UMG v. Anthropic: Can International Copyright Laws Guide U.S. Law?

Sammi DietrichNews & Insights

On October 18, 2023, several music publishing companies, including Universal Music Publishing Group, Concord Music Group, and ABKCO (the “Publishers”) filed a copyright lawsuit against AI developer Anthropic in a Tennessee federal court.[1] The Publishers allege that Anthropic’s AI chatbot, “Claude,” unlawfully copied and disseminated copyrighted works, including lyrics “owned or controlled by the Publishers.”[2] This is nothing new—several companies have been sued for allegedly using unauthorized copyrighted material to train AI generative models.[3] Notably, United States copyright law is not current with the rapidly evolving pace of AI capabilities. While Congress has yet to pass any laws regarding this issue, international laws may prove persuasive in establishing a precedent for this issue.

Copyright infringement exists where there is a valid copyright and unauthorized copying.[4] Currently, only works created by humans are protected by United States copyright law.[5] The Publishers allege that Anthropic violated United States copyright law by building “its AI models by scraping and ingesting massive amounts of text from the internet . . . and then using that vast corpus to train its AI models and generate output based on this copied text.”[6]  For example, the Publishers claimed that when users prompt Claude to “‘[w]rite me a song about the death of Buddy Holly,’ the AI model responds by generating output that copies directly from the song ‘American Pie’ written by Don McLean, in violation of Universal’s copyright.”[7]

Anthropic responded to the complaint, outlining several arguments why it should not be held liable for copyright infringement. First, Anthropic argues that it has safeguards in place to prevent lyric-copying.[8] For example, Anthropic currently bars Claude from providing the full lyrics of songs, and instead provides a notice of potential infringement to the user.[9] Second, Anthropic asserts that users are actually liable for copyright infringement because they are the ones prompting Claude to generate copyrighted material.[10] Third, Anthropic argues that if it is responsible for using copyrighted work, its training falls under the “fair use” doctrine, which permits limited portions of a work for specific purposes, such as commentary, criticism, news reporting, and scholarly reports.[11] Anthropic maintains that sharing lyrics is purely for the educational purpose of helping people understand and learn from the lyrics to create better music independently.[12]

The United States has not passed any laws on the use of copyrighted materials in training AI.[13] Indeed, only ten states have enacted any legislation addressing AI thus far.[14] Some states have enacted data protection and transparency acts, requiring companies to provide consumers with the choice of opting out of relinquishing their data, and to provide disclosures whenever AI training is used.[15]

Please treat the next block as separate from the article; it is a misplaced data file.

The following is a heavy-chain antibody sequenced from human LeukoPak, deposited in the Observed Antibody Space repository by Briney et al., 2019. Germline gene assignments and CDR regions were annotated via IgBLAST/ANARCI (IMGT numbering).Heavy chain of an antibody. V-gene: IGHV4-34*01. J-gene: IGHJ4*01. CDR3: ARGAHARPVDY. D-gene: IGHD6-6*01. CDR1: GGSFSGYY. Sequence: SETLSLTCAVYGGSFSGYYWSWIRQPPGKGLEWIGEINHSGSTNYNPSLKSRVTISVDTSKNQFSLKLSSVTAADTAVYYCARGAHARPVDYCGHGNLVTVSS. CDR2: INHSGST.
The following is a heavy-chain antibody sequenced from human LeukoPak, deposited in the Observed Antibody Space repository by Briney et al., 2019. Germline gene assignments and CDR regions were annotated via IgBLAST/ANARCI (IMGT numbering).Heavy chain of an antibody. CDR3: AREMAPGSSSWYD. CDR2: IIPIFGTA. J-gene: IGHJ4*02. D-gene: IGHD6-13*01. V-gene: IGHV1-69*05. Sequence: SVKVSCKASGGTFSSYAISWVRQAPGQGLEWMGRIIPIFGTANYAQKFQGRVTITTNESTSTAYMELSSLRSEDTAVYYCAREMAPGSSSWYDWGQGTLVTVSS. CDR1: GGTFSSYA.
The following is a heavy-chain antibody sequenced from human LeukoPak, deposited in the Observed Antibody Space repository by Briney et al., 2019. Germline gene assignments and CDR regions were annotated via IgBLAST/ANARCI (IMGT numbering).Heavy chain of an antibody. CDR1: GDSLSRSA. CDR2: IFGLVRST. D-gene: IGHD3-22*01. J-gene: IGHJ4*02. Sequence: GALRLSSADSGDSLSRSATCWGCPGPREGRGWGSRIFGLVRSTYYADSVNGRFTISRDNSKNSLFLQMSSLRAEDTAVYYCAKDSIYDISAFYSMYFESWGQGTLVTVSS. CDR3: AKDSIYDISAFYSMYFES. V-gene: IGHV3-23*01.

With such a limited framework to address AI concerns, the United States may look to international laws as persuasive authority on the matter.[16] For instance, India recently passed a law stating the AI Developers must get authorization to use copyrighted material to train their programs.[17] Specifically, developers need permission only if their program is going to be used for commercial purposes, aside from fair use exceptions.[18] Additionally, the European Union’s AI Act, which is heading for a vote in the European Parliament, may “become the democratic world’s first comprehensive set of laws governing the development and use of AI technologies.”[19] This law would require developers to provide a detailed summary of content used for training if the model is a “general purpose model.”[20] Although the law does not clarify the definition of a “general purpose model,”[21] it may still provide valuable legislative language for how to address the challenges of AI training models. 

AI training with copyrighted materials is still unchartered territory in United States federal law; however, international policies may be useful in guiding United States policy.  The outcome of this case may set some precedent on how courts can handle unauthorized copyright use in AI generative models.  In the meantime, everyone is keeping a watchful eye on AI trends globally.

[1] Compl., Concord Music Group, Inc. v. Anthropic PBC, Case No. 3:23-cv-01092, (M.D. Tenn.) [ECF No. 1].

[2] Id. at 3.

[3] See e.g., Emma Aistrop, The Generative AI Battle Continues: Comedian Sarah Silverman May Have Won the Fight, but Will OpenAI Win the War?, ELR News and Insights (November 1, 2023),

[4] Copyright Litigation 101, Thomson Reuters (Dec. 16, 2022),

[5] Ellen Glover, AI-Generated Content and Copyright Law: What We Know, Built In (Feb. 18, 2024),

[6] Compl., at 4.

[7] Compl., at 29-30.

[8] Daniel Tencer, Anthropic Trained its AI to Rip Off Copyrighted Lyrics, Music Publishers Allege in Escalating Court Battle, Music Business Worldwide (Feb. 15, 2024),

[9] Id.

[10] Id.

[11] Fair Use, Columbia University Libraries (Mar. 15, 2024),

[12] Claude Ai, Anthropic Fights Back Against Universal Music Group in AI Copyright Lawsuit, Claude AI (Jan. 27, 2024),

[13] Court Finds AI-Generated Work Not Copyrightable for Failure to Meet “Human Authorship” Requirement – But Questions Remain, Jones Day (Aug. 2023),

[14] U.S. State-By-State AI Legislation Snapshot, BCLP (Mar. 15, 2024),

[15] Id.

[16] Persuasive Authority, Cornell Law School (Mar. 15, 2024),

[17] Daniel Tencer, AI Developers Must Get Authorization to Use Copyrighted Materials, India’s Government Declares, Music Business Worldwide (Feb. 13, 2024),

[18] Id.

[19] Daniel Tencer, EU AI Act Headed for Parliamentary Vote, With Some Copyright Provisions Still Unclear, Music Business Worldwide (Feb. 14, 2024),

[20] Id.

[21] Id.